Dishes usually benefit from the absence of a lid if you want to reduce the contents of the pot. In some cases, you may want to start with the lid on your dutch oven and remove it partway through.
As a result of this action, you will maintain the moisture of your dish while also allowing for browning.
It is safe to assume that all dutch ovens are oven-safe to 400 degrees Fahrenheit. This range is due to the qualities of cast iron. However, it is always good to check on your particular dutch oven.
You should also take note of the material of your knob. Some knobs are plastic, while others consist of metal. You can put the lid in the oven as long as you unscrew a plastic knob beforehand.
Some dutch ovens will list if they are oven-safe on the dutch oven itself or the pot's packaging. You may also be able to look up your specific model to determine if it is oven-safe.
Always pay attention to any specific temperatures mentioned since some pots and lids are oven-safe, but only up to a certain temperature.
For example, starting to bake a macaroni and cheese dish with a lid on will allow you to maintain a hydrated cheesy sauce, and then removing the lid part way through will help the macaroni and cheese develop a dark crust.
Cooking with the lid the entire time may lead to a moist cheese sauce but no crust. Cooking with the lid off the whole time can lead to brown but dry macaroni and cheese.
It is a good idea to preheat your dutch oven in many recipes. This action creates a warm environment for bread and other baked goods. It also ensures that you get even heat distribution and helps overall efficiency. These benefits can mean that your food is unlikely to stick unevenly.
If your dutch oven has enamel, it is essential that you only preheat your oven with some fat present. Otherwise, the enamel can become damaged. You should preheat your dutch oven for around 15 to 20 minutes.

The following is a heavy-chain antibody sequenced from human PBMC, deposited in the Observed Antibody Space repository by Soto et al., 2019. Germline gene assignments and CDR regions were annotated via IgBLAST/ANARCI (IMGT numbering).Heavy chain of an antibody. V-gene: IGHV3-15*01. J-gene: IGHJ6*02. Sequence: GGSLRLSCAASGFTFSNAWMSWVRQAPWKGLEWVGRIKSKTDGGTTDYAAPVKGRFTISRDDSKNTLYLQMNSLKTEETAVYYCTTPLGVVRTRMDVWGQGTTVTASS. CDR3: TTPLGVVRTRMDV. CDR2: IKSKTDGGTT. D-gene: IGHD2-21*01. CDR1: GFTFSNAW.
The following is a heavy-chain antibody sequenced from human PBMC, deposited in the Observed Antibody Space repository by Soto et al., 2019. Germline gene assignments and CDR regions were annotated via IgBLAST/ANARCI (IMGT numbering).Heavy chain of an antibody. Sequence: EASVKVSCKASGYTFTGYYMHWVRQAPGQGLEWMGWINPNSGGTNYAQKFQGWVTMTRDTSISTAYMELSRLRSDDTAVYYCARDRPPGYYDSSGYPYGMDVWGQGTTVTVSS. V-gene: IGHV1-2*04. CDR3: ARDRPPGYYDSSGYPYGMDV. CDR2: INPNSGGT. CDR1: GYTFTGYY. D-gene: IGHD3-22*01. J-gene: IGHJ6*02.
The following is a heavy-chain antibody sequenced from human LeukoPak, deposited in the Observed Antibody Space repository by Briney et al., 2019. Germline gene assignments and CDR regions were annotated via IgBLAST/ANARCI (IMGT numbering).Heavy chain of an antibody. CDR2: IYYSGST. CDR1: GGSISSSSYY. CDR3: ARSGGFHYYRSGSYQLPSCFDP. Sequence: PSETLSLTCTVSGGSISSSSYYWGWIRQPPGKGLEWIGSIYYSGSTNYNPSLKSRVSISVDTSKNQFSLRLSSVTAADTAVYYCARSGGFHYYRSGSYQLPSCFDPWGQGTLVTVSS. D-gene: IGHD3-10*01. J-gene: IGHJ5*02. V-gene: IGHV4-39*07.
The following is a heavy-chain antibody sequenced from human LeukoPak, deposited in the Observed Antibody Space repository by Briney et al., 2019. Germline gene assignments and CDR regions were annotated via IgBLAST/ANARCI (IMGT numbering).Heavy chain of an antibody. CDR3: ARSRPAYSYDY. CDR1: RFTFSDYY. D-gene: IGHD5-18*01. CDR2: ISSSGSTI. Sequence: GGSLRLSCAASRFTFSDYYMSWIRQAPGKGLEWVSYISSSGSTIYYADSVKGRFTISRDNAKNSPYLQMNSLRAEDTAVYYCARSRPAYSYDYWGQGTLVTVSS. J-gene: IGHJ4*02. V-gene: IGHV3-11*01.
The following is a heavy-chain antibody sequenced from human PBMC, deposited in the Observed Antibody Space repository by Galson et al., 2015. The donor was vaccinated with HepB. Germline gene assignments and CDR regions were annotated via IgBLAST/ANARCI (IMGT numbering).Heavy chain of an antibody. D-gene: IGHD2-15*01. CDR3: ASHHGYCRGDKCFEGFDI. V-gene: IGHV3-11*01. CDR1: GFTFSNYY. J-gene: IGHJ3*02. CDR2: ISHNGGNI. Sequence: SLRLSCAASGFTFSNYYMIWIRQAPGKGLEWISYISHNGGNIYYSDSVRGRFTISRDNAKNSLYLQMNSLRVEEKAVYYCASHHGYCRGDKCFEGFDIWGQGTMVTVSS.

In some cases, this length of time may need to be longer. For example, a recipe that requires a higher temperature or a deep-bottomed dutch oven may need to preheat longer.
However, when you place the pot portion of the dutch oven in the oven to preheat, it is not required to preheat the lid. The reason for this is that preheating the lid does not provide the benefits you are looking for. It also can make the lid more challenging to handle.
An occasional side effect of heating with the lid on is that pressure can build up inside the dutch oven. So, it can slightly explode when you remove the lid.
Instead, try only preheating the pot portion of the dutch oven and adding the lid when you add whatever you are cooking.
There are a few simple things that you can do to preserve the well-being of your dutch oven. Several problems can cause damage to the enamel of an enameled cast iron dutch oven. Excessive heat or metal tools can damage the enamel.
To prolong the life of your dutch oven, avoid cooking over high heat or using metal tools. Instead, use wooden or silicone tools. You should also avoid scrubbing the enamel with any abrasive material. If you need to get rid of stains, try boiling water and baking soda.
It is also best to avoid high heat, rapid changes in temperature, or having the pot heated without any contents. You should also only wash your dutch oven by hand. When cleaning it, always dry your dutch oven thoroughly and immediately after washing. A dishwasher may be too abrasive and hot for the health of your dutch oven's enamel.
If you do run into trouble with a knob that has been compromised by high heat, you can get ra eplacement knob online. Compatible knob types include both stainless steel knob and phenolic knob options.